THE smiling lady looking after traffic management had been guiding some impressive looking cars on an off site all day as motoring pundits met for their annual thrash round a test track.
But her eyes weren't on the Aston Martins or the Porsches. She wanted this Audi TTS in its 'gorgeous' Turbo Blue paintwork. She even promised to start saving towards its not inconsiderable purchase price.
This eyeball candy effect has been an Audi TT staple since the first ones appeared in 1998 based, like today's third generation, on the underpinnings of the current VW Golf.
That fact makes its relatively small production numbers easier to square with the Audi moneymen and, perhaps, adds strength to the idea that a TT is first about looks before we delve deeper.
Dig below the surface of the car you see here, though, and you'll discover there is more than style to play with.
Your £44,610 brings with it a potent 2.0-litre engine capable of pulling this TTS along at properly impressive Porsche-taunting pace. The seven-speed auto gearbox only adds to the feeling of horizon approaching pace this car provides at the twitch of your right foot.
And with its quattro all-wheel drive system as standard, it will outrun just about anything when the going gets slippery.
Same goes on dry roads - as long as they're smoothly surfaced. For the optional (£1,050) 20ins alloy wheels of the test car turn anything less than billiard table flatness into a hard riding test of spine and nerve.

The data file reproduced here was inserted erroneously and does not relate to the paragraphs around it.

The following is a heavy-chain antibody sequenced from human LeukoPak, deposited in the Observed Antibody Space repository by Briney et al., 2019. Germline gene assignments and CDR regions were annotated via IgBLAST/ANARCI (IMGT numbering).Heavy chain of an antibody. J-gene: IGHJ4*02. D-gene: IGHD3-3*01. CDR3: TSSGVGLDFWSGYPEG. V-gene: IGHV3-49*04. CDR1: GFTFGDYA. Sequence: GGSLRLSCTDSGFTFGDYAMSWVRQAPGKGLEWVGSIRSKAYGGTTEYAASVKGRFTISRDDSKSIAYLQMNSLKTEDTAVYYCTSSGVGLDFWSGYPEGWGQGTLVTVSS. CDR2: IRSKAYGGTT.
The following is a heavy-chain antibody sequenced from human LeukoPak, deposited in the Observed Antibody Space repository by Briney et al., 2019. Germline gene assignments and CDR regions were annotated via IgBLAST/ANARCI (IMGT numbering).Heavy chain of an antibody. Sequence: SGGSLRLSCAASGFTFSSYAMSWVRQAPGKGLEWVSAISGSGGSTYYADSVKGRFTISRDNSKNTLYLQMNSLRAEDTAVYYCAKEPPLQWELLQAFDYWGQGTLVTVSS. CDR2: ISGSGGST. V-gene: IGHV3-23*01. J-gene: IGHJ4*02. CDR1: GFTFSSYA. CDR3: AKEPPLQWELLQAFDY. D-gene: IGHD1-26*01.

You can order the suspension to stick in its comfort setting, but that makes little difference. Better to stay with the smaller alloys that come as standard and save some cash - and put £575 of the saving towards that striking blue paint.
Or drive more slowly, which has the added benefit of allowing more time to appreciate the TT's finest feature - the interior. With its quilted leather seats and gorgeous TV-screen style instrument panel this is an environment to relish.
Why, even the heating controls - set jewel-like into the centre of the dashboard's five circular air outlets - are smart enough to feature in the sort of high end magazine you'll find dotted about a trendy hotel foyer.
It's a comfortable place to spend time too, especially with an extra £995 found for electrical adjustment of the front seats, leaving you as relaxed at journey's end as when you began the trip several hundred miles earlier.
You wouldn't say the same for back seat travellers, where a severe lack of legroom (and restricted head space too) mean the rear quarters are reserved for youngsters and short journeys only.
The big rear hatch does add a practical touch to the TT and is easily big enough for the sort of squashy cases you'd need on a romantic holiday for two... for instance.